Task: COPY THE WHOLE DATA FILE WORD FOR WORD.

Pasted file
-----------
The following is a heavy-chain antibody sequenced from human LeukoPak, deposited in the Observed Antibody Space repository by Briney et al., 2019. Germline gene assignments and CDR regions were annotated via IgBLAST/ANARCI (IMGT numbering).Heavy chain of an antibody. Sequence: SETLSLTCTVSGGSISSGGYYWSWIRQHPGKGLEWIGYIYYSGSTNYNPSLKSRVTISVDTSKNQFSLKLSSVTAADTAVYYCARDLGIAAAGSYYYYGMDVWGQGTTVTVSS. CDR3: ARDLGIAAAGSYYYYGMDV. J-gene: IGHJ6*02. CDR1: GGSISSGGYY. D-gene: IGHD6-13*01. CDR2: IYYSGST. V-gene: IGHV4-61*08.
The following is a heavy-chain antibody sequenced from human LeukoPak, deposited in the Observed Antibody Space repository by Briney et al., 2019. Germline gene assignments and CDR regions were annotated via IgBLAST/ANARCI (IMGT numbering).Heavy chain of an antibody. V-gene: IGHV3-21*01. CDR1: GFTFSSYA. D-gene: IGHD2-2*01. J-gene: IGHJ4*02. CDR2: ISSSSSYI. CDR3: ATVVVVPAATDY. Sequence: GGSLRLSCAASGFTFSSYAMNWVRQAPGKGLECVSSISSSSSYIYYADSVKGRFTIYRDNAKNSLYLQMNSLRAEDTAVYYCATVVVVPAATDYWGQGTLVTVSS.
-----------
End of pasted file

The following is a heavy-chain antibody sequenced from human LeukoPak, deposited in the Observed Antibody Space repository by Briney et al., 2019. Germline gene assignments and CDR regions were annotated via IgBLAST/ANARCI (IMGT numbering).Heavy chain of an antibody. Sequence: SETLSLTCTVSGGSISSGGYYWSWIRQHPGKGLEWIGYIYYSGSTNYNPSLKSRVTISVDTSKNQFSLKLSSVTAADTAVYYCARDLGIAAAGSYYYYGMDVWGQGTTVTVSS. CDR3: ARDLGIAAAGSYYYYGMDV. J-gene: IGHJ6*02. CDR1: GGSISSGGYY. D-gene: IGHD6-13*01. CDR2: IYYSGST. V-gene: IGHV4-61*08.
The following is a heavy-chain antibody sequenced from human LeukoPak, deposited in the Observed Antibody Space repository by Briney et al., 2019. Germline gene assignments and CDR regions were annotated via IgBLAST/ANARCI (IMGT numbering).Heavy chain of an antibody. V-gene: IGHV3-21*01. CDR1: GFTFSSYA. D-gene: IGHD2-2*01. J-gene: IGHJ4*02. CDR2: ISSSSSYI. CDR3: ATVVVVPAATDY. Sequence: GGSLRLSCAASGFTFSSYAMNWVRQAPGKGLECVSSISSSSSYIYYADSVKGRFTIYRDNAKNSLYLQMNSLRAEDTAVYYCATVVVVPAATDYWGQGTLVTVSS.